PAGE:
PART 1 — Is Tesla Disruptive? Or how I made to the opinion section of the Harvard Business Review.

The Comment and The Context

The memories are still vivid. One day I got an email from someone with hbr.org email address with the subject line “HBR Comment Consideration”. Just looking up the email, my heart starts beating faster. Long story short I made a pretty long comment on Clayton Christensen’s article: “Tesla’s Not as Disruptive as You Might Think”. In this comment, I argued that Tesla is changing the customer experience game for cars. Also, you shouldn’t compare cars with Tesla as the customers are buying something different. And that pretty much still holds true to this day. The over-the-air updates and therefore, the lower depreciation are still trademarks of Tesla. Disruption is not necessarily based on cost bottom-up — rather than a brand new customer behavior.

Conclusions

Does this mean Christensen wasn’t right? Absolutely not. He coined the term disruptive innovation, and by definition, Tesla wasn’t disruptive. But if you look at the whole experience, they could provide you with a cheaper total lifetime cost with higher upfront costs. I would say we were both right. Although I’ve met him during the Herbert Simon award ceremony (before he published this article, early 2015), I never had a chance to discuss innovation with him. His legacy is outstanding and his groundbreaking approach detailed in The Innovator’s Dilemma is standing tall even after decades of the original release. To write something that holds true for decades, especially in innovation, shows how brilliant he was.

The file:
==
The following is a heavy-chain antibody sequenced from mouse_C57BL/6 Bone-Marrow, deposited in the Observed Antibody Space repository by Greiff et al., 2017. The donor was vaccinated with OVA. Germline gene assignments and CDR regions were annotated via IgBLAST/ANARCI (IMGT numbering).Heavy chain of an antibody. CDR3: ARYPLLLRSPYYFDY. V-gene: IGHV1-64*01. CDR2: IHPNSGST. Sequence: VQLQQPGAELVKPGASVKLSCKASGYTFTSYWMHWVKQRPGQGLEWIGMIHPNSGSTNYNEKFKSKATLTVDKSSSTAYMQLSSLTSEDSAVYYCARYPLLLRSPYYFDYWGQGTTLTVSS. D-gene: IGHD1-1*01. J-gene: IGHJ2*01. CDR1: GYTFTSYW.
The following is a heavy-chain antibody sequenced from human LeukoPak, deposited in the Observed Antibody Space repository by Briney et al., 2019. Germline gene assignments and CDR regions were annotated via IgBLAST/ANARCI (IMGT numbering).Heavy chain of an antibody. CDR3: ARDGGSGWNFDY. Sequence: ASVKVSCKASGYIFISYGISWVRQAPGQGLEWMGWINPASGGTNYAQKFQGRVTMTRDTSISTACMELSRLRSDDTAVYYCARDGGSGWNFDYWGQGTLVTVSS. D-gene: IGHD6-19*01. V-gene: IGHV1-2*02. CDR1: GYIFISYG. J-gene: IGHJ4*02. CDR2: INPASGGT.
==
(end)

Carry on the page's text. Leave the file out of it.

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AbilityMatrix

AbilityMatrix

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Customer experience strategy resulting in new or improved products and services. We measure customer experience and create strategies.